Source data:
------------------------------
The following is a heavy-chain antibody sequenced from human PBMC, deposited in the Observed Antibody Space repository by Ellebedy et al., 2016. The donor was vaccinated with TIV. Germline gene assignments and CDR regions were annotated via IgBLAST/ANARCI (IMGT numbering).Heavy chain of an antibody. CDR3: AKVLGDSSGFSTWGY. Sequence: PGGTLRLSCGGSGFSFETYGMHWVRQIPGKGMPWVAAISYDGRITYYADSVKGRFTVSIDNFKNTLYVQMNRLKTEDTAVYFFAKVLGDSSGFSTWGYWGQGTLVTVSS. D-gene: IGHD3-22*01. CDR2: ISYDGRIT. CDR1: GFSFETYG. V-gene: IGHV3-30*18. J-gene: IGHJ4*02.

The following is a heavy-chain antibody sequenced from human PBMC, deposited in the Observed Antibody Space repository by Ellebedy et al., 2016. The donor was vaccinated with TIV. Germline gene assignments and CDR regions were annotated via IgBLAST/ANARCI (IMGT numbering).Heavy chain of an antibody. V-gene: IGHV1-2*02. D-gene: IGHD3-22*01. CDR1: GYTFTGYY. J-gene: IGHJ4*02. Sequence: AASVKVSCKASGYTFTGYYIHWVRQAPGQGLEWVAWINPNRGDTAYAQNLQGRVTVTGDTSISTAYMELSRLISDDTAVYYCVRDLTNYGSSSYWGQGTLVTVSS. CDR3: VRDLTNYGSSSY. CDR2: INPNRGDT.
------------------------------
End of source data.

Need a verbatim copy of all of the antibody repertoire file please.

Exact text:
The following is a heavy-chain antibody sequenced from human PBMC, deposited in the Observed Antibody Space repository by Ellebedy et al., 2016. The donor was vaccinated with TIV. Germline gene assignments and CDR regions were annotated via IgBLAST/ANARCI (IMGT numbering).Heavy chain of an antibody. CDR3: AKVLGDSSGFSTWGY. Sequence: PGGTLRLSCGGSGFSFETYGMHWVRQIPGKGMPWVAAISYDGRITYYADSVKGRFTVSIDNFKNTLYVQMNRLKTEDTAVYFFAKVLGDSSGFSTWGYWGQGTLVTVSS. D-gene: IGHD3-22*01. CDR2: ISYDGRIT. CDR1: GFSFETYG. V-gene: IGHV3-30*18. J-gene: IGHJ4*02.

The following is a heavy-chain antibody sequenced from human PBMC, deposited in the Observed Antibody Space repository by Ellebedy et al., 2016. The donor was vaccinated with TIV. Germline gene assignments and CDR regions were annotated via IgBLAST/ANARCI (IMGT numbering).Heavy chain of an antibody. V-gene: IGHV1-2*02. D-gene: IGHD3-22*01. CDR1: GYTFTGYY. J-gene: IGHJ4*02. Sequence: AASVKVSCKASGYTFTGYYIHWVRQAPGQGLEWVAWINPNRGDTAYAQNLQGRVTVTGDTSISTAYMELSRLISDDTAVYYCVRDLTNYGSSSYWGQGTLVTVSS. CDR3: VRDLTNYGSSSY. CDR2: INPNRGDT.